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    I’m currently 17 and forced to drop out of sixth form due to ill health and a family bereavement. I don’t know what to do. I was hoping to do a history degree before and was encouraged by my School to apply for oxford, despite it only being a community school. I have considered applying to college to study a level history, government and politics and sociology. Would top universities like oxford/Cambridge accept me with these a levels and circumstances. Will they accept people from college not sixth form. Also will the accept people over the age of 18?

    I don’t want to get my hopes up to inevitably fail. I know I need to be realistic.

    My predicted grades in sixth form were A*AA/AAA.

    My GCSE’s were not as high as they should have been. I was expected all A*’s but due to another bout of ill health and another family bearvement when studying for my GCSE’s I managed to get 7 GCSE’s at mainly grade B’s & C’s but was able to continue studying due to extenuating circumstances considering I was only actually at school for 7 weeks in year eleven. I started year eleven normally but after my father passed away I only went back in the Easter term.

    The death of my mother in January forced me to cease my a level studies.
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    1) Yes those subjects should be ok. See requirements for all subjects here: https://www.ox.ac.uk/admissions/unde...rements?wssl=1

    2) Yes you can apply from a college

    3) Yes they accept students over 18 and students who have had to take longer over their a-levels due to extenuating circumstances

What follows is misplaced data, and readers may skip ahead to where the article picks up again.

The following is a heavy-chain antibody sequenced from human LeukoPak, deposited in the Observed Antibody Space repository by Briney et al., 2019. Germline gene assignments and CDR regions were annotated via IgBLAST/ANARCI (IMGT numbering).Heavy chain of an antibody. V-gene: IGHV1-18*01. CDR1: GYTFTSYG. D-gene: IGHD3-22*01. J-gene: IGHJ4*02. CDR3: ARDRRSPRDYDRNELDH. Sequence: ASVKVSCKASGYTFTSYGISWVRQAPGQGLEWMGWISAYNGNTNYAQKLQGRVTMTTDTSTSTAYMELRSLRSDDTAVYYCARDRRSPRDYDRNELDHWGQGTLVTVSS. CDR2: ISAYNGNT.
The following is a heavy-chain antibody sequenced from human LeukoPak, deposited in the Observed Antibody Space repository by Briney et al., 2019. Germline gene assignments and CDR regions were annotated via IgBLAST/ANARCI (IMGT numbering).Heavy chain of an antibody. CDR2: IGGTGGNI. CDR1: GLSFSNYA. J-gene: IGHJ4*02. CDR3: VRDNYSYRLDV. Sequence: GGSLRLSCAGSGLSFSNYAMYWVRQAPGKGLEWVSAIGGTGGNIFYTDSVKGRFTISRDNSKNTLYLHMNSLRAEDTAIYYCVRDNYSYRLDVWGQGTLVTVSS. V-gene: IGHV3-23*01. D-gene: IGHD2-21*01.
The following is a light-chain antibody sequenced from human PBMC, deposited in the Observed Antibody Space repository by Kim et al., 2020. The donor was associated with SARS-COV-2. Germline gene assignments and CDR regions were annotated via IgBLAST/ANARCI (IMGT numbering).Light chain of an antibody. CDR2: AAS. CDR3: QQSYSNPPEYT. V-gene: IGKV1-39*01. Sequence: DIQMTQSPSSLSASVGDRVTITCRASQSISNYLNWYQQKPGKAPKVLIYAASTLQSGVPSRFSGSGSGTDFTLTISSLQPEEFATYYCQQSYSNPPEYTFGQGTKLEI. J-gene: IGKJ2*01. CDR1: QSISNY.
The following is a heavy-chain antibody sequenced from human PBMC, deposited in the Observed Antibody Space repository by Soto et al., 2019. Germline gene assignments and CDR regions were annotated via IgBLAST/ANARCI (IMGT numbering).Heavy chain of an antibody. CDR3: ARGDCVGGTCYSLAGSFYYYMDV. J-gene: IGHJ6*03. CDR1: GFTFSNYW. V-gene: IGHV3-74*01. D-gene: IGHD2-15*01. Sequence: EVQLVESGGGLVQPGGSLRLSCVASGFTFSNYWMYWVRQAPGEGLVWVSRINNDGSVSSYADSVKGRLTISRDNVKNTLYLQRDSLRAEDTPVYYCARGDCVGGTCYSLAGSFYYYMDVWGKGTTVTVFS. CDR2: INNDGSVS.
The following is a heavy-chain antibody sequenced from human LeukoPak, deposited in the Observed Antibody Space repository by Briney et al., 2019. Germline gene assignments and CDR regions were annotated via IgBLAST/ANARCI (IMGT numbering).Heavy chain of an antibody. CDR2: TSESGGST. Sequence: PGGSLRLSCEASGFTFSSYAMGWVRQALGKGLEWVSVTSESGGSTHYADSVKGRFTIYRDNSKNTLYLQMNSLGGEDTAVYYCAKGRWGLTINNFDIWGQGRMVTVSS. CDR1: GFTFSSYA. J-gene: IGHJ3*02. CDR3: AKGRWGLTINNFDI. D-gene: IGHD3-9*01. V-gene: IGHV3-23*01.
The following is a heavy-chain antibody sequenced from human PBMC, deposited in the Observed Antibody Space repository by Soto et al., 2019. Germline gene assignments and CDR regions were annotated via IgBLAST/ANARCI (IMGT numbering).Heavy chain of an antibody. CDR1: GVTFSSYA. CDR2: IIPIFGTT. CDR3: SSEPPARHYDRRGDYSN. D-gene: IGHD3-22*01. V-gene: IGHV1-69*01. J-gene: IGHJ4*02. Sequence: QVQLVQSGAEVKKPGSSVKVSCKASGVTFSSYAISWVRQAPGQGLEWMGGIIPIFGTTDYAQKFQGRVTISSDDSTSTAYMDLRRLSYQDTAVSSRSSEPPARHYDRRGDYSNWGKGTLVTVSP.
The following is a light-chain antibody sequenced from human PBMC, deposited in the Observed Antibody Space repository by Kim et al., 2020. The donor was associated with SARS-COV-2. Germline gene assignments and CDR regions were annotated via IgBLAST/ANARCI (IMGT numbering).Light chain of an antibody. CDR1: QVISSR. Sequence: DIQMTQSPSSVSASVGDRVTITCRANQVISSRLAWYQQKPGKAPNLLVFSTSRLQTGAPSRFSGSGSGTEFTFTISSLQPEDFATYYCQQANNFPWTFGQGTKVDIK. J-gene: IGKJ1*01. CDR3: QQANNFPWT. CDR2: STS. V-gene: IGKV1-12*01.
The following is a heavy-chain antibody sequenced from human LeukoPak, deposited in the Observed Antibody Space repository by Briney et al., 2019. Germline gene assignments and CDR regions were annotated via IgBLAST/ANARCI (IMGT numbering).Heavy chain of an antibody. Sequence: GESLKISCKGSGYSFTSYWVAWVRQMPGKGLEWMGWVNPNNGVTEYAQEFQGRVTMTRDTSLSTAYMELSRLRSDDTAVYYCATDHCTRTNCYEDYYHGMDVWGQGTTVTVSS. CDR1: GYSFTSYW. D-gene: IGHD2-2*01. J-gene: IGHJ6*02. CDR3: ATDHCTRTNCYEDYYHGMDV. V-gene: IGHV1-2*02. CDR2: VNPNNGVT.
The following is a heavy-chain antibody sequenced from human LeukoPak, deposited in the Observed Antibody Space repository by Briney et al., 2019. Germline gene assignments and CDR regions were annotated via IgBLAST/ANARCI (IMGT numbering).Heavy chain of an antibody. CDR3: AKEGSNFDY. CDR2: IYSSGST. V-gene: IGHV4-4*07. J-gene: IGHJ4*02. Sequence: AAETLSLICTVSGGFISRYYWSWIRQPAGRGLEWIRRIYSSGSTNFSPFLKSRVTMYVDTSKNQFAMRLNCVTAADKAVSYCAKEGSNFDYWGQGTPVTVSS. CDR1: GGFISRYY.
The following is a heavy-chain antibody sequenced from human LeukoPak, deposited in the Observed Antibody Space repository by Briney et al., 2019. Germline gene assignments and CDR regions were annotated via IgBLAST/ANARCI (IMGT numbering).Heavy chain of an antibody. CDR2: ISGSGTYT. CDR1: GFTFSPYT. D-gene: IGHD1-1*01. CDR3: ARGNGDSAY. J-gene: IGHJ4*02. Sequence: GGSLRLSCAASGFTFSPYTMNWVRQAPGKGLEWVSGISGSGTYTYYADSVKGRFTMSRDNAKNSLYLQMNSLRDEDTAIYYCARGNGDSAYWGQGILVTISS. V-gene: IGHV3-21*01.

4) For History you will sit the HAT which can help balance out bad GCSEs and you should get your referee (when it comes to it) to explain the circumstances around your GCSEs and restarting A-levels at college

    You could also look at the continuing education department offerings in history - they have a part time option for history (though you would need to be able to travel to Oxford, fund the course and would possibly still need alevels given you are still young) https://www.conted.ox.ac.uk/about/fo...ate-in-history which you can transfer from into other universities including Oxford.

    You can also start a local history diploma part time with them and progress all the way through to a part time PHd... https://www.conted.ox.ac.uk/about/un...-local-history Again, you have to be able to get yourself to Oxford and fund the course but it is worth being aware that there are other options to getting an Oxford degree than just the standard full time entry at 18.

    As your circumstances are not standard, I would suggest getting in contact with admissions tutors at the department at cont ed, and maybe a couple of the colleges (try Harris Manchester who specialize in mature students ie: over 21) and have a chat with them plus go to some open days when they come around and talk to people in the know about what your options/chances are.